Starting Over – 5 Tips to Help You on Your Journey

By on July 1, 2011

By Lori Latimer –

Like many women, I was a wife and a mother most of my adult life. In 2008, my oldest son was married and had a baby boy, my youngest son was a senior in high school, and my husband and I were divorced. I was 48 years old.

And terrified at what I was doing. Starting over at 48? Was I crazy? (I certainly didn’t ask my then-husband that question!)

I’ve worked as a paralegal in family law for over 20 years. In that time, I’ve worked on divorce cases for people who’d been married less than a year, people who’d been married for more than 40 years, and everything in between.

Starting over is never easy, regardless of the what led to the divorce, your age, length of marriage, socio-economic status, or anything else. But when you’re in your late 40s or over 50, there’s an additional element of fear thrown in.

It’s the thought of being alone the rest of our lives. It can be a very real fear at this age. A woman who has finished raising her children and was looking forward to the golden years with her husband can be overcome with grief and fear at the thought of spending the rest of her life alone.

Your self-confidence may be shattered. Your self-esteem may be at an all-time low. And you may want to just crawl in bed, pull the sheets up over your head, and never come out.

But you still have a lot of life ahead of you! And you have the opportunity to make that life anything you want it to be. Here are some tips to help you in starting over.

1. Write. And write, and write, and write some more. Dump all of your feelings out onto paper. Good, bad, angry, sad – all of them. By hand, not on a computer. There’s something very therapeutic about dumping all of it out, and it’s much more powerful to do it by hand.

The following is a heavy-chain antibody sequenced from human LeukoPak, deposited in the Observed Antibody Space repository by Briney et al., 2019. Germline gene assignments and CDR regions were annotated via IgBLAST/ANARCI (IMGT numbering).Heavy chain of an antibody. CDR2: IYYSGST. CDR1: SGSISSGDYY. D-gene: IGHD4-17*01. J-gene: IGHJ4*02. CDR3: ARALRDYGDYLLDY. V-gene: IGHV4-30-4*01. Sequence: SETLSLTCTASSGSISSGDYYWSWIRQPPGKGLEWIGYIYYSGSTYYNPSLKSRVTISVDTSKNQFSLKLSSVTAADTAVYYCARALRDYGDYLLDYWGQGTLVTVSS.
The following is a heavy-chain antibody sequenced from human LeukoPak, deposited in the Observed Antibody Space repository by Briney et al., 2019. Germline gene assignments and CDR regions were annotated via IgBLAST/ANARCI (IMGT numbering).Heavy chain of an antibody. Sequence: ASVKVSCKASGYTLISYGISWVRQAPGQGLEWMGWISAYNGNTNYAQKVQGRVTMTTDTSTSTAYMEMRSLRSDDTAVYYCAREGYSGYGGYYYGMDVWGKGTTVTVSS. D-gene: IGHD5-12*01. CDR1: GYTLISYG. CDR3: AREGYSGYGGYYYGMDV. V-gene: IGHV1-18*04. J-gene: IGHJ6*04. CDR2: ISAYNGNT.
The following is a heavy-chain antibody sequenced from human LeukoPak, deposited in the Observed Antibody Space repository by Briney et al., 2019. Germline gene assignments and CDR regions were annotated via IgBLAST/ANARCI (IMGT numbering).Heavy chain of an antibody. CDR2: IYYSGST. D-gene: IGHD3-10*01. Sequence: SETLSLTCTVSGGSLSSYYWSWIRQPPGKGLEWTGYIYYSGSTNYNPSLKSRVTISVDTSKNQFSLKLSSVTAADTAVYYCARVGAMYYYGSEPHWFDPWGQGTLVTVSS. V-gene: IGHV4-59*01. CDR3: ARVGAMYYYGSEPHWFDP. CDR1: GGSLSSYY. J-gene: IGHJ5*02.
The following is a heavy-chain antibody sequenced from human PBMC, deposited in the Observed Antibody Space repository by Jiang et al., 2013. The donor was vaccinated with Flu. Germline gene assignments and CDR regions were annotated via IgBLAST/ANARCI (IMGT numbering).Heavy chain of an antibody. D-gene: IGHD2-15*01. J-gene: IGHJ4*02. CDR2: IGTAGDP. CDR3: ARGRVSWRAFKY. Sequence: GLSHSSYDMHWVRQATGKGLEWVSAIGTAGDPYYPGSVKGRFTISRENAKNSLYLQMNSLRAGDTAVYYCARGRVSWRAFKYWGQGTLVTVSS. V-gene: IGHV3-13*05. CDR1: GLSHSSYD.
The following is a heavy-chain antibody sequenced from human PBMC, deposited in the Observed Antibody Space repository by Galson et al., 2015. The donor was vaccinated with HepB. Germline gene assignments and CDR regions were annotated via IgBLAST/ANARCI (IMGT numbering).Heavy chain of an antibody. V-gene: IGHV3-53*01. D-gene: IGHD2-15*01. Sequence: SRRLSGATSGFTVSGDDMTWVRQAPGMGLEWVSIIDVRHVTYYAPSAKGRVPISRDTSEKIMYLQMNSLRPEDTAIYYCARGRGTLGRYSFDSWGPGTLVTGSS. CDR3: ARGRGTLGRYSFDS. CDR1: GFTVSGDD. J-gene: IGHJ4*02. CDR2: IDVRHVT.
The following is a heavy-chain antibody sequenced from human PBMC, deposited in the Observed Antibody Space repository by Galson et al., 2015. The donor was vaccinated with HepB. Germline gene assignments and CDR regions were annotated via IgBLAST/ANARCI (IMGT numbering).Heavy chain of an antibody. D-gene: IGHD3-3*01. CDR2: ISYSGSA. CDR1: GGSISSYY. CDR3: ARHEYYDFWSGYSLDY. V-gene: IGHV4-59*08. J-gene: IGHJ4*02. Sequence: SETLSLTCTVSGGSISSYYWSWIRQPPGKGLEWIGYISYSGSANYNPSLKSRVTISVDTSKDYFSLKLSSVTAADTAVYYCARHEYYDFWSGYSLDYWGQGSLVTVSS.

2. Get support. I don’t mean the man-bashing kind of support groups that are out there. That isn’t productive and it will just keep you stuck in the pain and misery that you need to get out of. Find a coach, or positive support group, or even a group of good, supportive friends that you can call when the pain and fear start to spin out of control. I worked with a coach after my divorce that helped me get on the path to a new life without fear.

3. Get active. Take a walk in nature. Take an exercise class. There are some wonderful exercise classes specifically designed for women over 50. Find new groups to get involved in of things you’re interested in. Meetup.com is a great place to find just about any group you can think of. If you can’t find one near you, start one! The point is to find things that will get you out of your house.

4. Get quiet. Take time to meditate or pray so you can get in touch with that deepest part of you, your intuition.

5. Keep a journal of “Things I accomplished today.” Every night before you go to bed, write down 3-5 things that you did that day. It can be something as simple as “I made my bed” or “I walked the dog.” It doesn’t matter what you did, it’s worth celebrating! As the days and weeks go by, you’ll find yourself accomplishing bigger and bolder things every day. It can be fun to go back and read what you wrote in the early entries to see just how far you’ve come.

When I made the decision to leave my marriage, I was filled with thoughts of whether I would be alone the rest of my life, would anyone ever find me attractive or sexy again, and would I find love again. The list went on and on.

While I’m still single 3 years later, I have dated some wonderful men. I know in my heart that when the time is right, the relationship I really want will show up. Until then, I’m having fun, learning who I am again and what I want from the rest of my life, and enjoying every minute I can.

It’s all about choices. We all have them. And when we’re faced with starting over after 50, we can choose to retreat from life and just exist, or we can choose to get back in the game of life and make it what we want it to be.

Lori Latimer helps women work the issues they face as newly-single women. After working as a paralegal in family law for 20+ years and going through her own divorce at the age of 48, she discovered a way to heal the pain of past relationships and build a new life full of passion and joy. She now helps other newly-single women and those going through divorce fall in love with themselves and their lives again by discovering their own unique life purpose. Lori’s website is http://lorilatimer.com/.

About LoriLatimer

Lori Latimer helps women work the issues they face as newly-single women. After working as a paralegal in family law for 20+ years and going through her own divorce at the age of 48, she discovered a way to heal the pain of past relationships and build a new life full of passion and joy. She now helps other newly-single women and those going through divorce fall in love with themselves and their lives again by discovering their own unique life purpose. Lori’s website is http://lorilatimer.com/.

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Starting Over – 5 Tips to Help You on Your Journey